He calls himself Triangulum, and with his partner-in-crime, he is a shining example of how rogue communities network, collaborate and innovate.
Have you ever heard of the Triangulum galaxy? According to Wikipedia, it can be spotted under exceptionally good viewing conditions with no light pollution and perfect eyesight. Its light spreads across a little more than a pinprick in the unmagnified sky.
Back on earth, another type of Triangulum (latin for “triangle”) is also difficult to spot: a threat actor who goes by the same name in several dark net forums and who has, over the past two years, demonstrated an impressive track record for developing a network of partnerships, made investments and distributed malware to potential buyers.
Triangulum started his journey at the beginning of 2017 by joining hack forums in the dark net. Initially, he exhibited some technical skills by reverse engineering malware, but closer analysis of these initial efforts revealed his amateur origins.
Journey into the Triangulum galaxy
According to the dogged researchers at Check Point, Triangulum released his first work on June 10, 2017: a mobile remote access trojan (RAT) targeting Android devices and capable of exfiltration of sensitive data from a command-and-control server, destroying local data, and at times even deleting the entire OS.
Four months later, Triangulum offered his first malware for sale. He then vanished for approximately a year and a half, with no evident signs of activity on the dark net, only to re-surface on April 6, 2019 with another product for sale.
From this point on, he had been very active, advertising different products over a six-month span. During his time in hibernation, it appeared that Triangulum had set up a high-functioning production line for the development and distribution of malware upon reentry in the dark net.
Further investigations found evidence that Triangulum was collaborating with another threat actor named HexaGoN Dev who specialized in the development of Android OS malware products—in particular, RATs.
From merely customers, Triangulum and HeXaGoN Dev became collaborators tapping on their potent combination of programming/hacking skills and social marketing expertise. The two subsequently produced and distributed multiple malware variants for Android, including cryptominers, keyloggers, and sophisticated P2P (Phone to Phone) MRATs.
Introducing a brand new malware
Next up was the pair’s next creation: a malware called Rogue that became part of the MRAT family (Mobile Remote Access Trojan). This type of malware can gain control over the host device and exfiltrate any kind of data such as photos, location, contacts, and messages, to modify the files on the device and download additional malicious payloads.
When Rogue malware successfully gains all of the required permissions on the targeted device, it hides its icon from the device’s user to ensure it will not be easy to eliminate. If all of the required permissions are not granted, it will repeatedly ask the user to grant them.
The malware then registers itself as a device administrator. If the user tries to revoke the admin permission, an onscreen message designed to strike terror in the hearts of users appears: “Are you sure to wipe all the data?”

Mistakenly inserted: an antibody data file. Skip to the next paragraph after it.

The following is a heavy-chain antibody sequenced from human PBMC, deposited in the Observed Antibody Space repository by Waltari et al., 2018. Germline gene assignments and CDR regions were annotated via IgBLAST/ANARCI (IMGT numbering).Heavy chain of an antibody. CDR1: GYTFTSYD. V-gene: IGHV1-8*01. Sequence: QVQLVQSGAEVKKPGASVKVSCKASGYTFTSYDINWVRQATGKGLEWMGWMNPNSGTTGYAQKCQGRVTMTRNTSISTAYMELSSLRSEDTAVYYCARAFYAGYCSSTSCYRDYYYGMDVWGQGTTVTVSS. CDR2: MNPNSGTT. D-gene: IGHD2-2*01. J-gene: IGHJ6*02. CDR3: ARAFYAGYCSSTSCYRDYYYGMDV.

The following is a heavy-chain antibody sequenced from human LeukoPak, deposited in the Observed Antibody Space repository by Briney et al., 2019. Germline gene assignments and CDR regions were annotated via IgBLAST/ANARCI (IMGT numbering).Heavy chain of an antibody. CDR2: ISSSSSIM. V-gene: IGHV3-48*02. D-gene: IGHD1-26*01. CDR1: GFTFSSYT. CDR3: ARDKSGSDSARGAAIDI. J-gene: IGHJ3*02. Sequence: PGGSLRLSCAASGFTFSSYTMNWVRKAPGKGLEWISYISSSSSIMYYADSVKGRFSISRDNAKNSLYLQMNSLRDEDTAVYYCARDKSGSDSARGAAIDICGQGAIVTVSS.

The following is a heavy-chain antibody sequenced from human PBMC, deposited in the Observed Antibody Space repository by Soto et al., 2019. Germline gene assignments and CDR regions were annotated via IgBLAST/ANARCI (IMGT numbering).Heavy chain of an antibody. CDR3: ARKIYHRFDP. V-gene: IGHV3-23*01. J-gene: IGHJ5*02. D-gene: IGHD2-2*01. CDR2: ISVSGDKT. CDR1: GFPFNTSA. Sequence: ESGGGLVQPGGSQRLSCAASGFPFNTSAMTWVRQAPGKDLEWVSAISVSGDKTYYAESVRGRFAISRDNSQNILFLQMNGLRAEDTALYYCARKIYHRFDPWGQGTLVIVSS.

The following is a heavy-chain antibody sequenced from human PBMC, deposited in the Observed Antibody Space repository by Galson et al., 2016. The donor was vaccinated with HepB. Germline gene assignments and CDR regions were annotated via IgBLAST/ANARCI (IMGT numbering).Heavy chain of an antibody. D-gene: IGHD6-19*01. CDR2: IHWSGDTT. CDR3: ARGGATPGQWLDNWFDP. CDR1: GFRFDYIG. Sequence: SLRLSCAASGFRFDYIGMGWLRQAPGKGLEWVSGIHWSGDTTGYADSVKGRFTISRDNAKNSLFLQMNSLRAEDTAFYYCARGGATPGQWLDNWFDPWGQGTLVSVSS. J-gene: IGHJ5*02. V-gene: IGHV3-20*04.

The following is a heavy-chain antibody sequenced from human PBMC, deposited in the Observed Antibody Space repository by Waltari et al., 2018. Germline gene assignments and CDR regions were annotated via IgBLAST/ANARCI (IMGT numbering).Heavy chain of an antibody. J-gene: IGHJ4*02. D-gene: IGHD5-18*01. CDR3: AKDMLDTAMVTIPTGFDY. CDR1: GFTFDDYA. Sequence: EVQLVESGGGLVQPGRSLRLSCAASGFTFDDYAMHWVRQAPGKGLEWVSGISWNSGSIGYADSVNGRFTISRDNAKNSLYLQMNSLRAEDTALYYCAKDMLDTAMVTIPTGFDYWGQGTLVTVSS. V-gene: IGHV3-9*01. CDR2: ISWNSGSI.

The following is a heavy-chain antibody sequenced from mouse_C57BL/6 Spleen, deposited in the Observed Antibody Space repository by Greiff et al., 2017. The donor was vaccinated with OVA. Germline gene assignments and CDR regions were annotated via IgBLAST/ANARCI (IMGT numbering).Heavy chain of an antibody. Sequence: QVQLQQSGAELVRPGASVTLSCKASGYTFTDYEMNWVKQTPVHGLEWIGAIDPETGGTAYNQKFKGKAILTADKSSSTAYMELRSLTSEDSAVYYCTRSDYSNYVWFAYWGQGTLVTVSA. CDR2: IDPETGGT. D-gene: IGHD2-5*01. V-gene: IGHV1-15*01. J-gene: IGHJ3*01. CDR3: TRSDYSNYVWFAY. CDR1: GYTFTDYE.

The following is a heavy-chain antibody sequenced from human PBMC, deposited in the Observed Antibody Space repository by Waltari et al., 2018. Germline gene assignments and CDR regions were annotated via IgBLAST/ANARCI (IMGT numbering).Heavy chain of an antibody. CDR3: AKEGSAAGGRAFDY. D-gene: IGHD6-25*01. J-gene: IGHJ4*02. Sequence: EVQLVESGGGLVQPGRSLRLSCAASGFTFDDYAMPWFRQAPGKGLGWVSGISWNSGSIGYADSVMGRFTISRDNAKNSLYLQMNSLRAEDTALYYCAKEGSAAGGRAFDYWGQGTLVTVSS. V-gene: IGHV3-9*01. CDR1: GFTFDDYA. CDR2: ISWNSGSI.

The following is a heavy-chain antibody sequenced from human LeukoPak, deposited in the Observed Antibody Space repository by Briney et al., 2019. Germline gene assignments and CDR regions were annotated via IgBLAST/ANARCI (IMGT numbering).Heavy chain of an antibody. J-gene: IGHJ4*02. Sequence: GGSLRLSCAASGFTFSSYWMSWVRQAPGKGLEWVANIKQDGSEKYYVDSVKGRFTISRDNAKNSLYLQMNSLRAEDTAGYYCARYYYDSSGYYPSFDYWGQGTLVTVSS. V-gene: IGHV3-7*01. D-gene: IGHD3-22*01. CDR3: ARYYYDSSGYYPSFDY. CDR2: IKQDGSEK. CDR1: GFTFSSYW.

Rogue malware adopts the services of the Firebase platform (a Google service for apps) to disguise its malicious intentions and masquerade as a legitimate Google service. The Firebase services are used as a command-and -control server, so that all of the commands that control the malware and all of the information stolen by the malware are delivered using Firebase’s infrastructure.
The story of the Rogue malware is an example of how mobile devices can be exploited. In this particular research by Check Point, a fully-active market of malicious mobile malware has been found to thrive on the dark net and other related web forums.
Similar to Triangulum and his partner, other threat actors are perfecting their craft and selling mobile malware across the dark web. However, the authorities have had their eyes on these cybercriminals for some time, too. Only recently, DarkMarket—the world’s largest illegal marketplace, was taken down by Europo
According to Paul Prudhomme, Cyber Threat Intelligence Advisor, IntSights, such sites are key enablers that facilitate networking, collaboration and trades. “Such exchanges are critical to cybercriminal operations because few criminals rely exclusively on their own resources, and many do not actually use the data that they steal. Most cyber criminals rely to varying degrees on tools and infrastructure that they acquire from other criminals, and many earn their money by selling the results of their attacks to other criminals, rather than using it themselves. It is unclear to what extent the shutdown of this dark market will impact cybercriminal operations, beyond the near-term disruption to its current users.”
Rest assured, new dark web marketplaces WILL eventually emerge to replace those that have been shut down, and the sophisticated hackers simply migrate over to these and other forums. Nevertheless, the arrest of one of the DarkMarket website’s operators and the seizure of its infrastructure may yield useful investigative leads for law enforcement to use for ensnaring the site’s individual users—something that may have more enduring impact going forward.
“The website’s use of infrastructure in Ukraine and Moldova is not surprising, as many criminals prefer to host infrastructure in those two countries that they perceive to be relatively safe from law enforcement.” Prudhomme noted.